Beyond the One-Drop Rule: Views of Obama’s Race and Voting Intention in 2008

Simon Cheng, David Weakliem

Sociological Science, March 17, 2014
DOI 10.15195/v1.a6

Abstract

2
We use data from a national survey of likely voters conducted before the 2008 election to study the association between Obama’s perceived racial identity and voters’ choices. Voters who saw Obama as biracial were substantially more likely to vote for him, suggesting that many Americans regard a biracial identity more favorably than a black identity. The relationship was stronger among Democrats than among Republicans. The potential implications of our findings for the future of race in American politics are discussed.

Simon Cheng: University of Connecticut. E-mail: simon.cheng@uconn.edu

David L. Weakliem: University of Connecticut. E-mail: david.weakliem@uconn.edu

  • Citation: Cheng, Simon, and David L. Weakliem. 2014. “Beyond the One-Drop Rule: Views of Obama’s Race and Voting Intention in 2008.” Sociological Science 1: 70-80.
  • Received: September 17, 2013
  • Accepted: November 5, 2013
  • Editors: Jesper Sørensen, Sarah A. Soule
  • DOI: 10.15195/v1.a6

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2 Reactions to Beyond the One-Drop Rule: Views of Obama’s Race and Voting Intention in 2008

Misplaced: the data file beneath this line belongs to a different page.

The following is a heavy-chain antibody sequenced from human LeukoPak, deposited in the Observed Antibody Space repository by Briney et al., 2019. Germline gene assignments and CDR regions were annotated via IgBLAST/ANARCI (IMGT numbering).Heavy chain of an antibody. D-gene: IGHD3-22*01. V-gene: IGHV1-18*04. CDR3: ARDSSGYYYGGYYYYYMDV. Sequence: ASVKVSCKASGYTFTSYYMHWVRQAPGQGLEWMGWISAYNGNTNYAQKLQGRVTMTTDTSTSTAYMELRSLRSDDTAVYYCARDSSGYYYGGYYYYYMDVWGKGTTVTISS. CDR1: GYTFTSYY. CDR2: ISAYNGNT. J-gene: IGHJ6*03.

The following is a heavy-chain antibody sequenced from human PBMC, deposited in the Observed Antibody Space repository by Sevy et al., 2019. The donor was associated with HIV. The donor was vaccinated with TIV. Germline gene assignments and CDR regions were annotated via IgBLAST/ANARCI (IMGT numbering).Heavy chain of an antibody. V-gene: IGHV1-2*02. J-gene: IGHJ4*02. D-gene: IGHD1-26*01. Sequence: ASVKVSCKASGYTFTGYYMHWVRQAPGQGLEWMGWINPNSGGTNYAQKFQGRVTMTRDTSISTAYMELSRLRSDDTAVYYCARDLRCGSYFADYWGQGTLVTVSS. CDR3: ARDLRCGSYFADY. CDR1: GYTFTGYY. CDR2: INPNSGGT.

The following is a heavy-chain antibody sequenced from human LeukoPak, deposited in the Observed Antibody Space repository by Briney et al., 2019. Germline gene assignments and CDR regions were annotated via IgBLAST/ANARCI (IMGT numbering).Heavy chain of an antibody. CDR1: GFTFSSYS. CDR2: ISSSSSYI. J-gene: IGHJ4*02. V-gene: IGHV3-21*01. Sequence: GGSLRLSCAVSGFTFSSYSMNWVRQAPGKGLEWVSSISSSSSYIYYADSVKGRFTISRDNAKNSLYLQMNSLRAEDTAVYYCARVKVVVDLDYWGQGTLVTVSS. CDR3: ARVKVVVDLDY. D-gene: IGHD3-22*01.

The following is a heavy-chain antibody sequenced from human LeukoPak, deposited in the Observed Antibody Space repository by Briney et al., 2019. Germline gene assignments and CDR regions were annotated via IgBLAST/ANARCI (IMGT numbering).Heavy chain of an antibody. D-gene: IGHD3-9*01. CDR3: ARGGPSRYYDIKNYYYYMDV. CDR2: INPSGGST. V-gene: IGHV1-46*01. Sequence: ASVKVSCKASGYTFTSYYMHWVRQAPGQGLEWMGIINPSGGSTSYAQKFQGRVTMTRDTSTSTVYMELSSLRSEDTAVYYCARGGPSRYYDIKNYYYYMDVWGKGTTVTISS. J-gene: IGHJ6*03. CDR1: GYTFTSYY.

1. Gabriel Rossman March 17, 2014 at 10:51 am #

    Interesting work.

    I have a stylistic comment about table 3, where it reads “Party affiliation (1= strong Republican)” and “Political attitudes (1= very conservative).” This looks like you’ve recoded the Likert as a dummy with a cutpoint for strong conservative/GOP vs else. However from Figure 1 and the passage “The resulting effects of biracial perception range from -0.23 …” it looks like you’re keeping it as a Likert. The confusion of the table’s description is pretty consequential not only because it’s actually 1-5, not 0/1, but more importantly, because high values indicate left/Dem, so interpreting it as a dummy for rightmost response gives the wrong sign to the beta.

    Anyway, just a style tip to make the table read “(1=very conservative…5=very liberal)” and probably also to describe the independent variables a bit either in a separate section or in the “results” section when you get to model 4.

    • David Weakliem April 6, 2014 at 12:33 pm #

      Good point–the note is confusing. As you figured out, the variables are indeed in the original 1…5 form.

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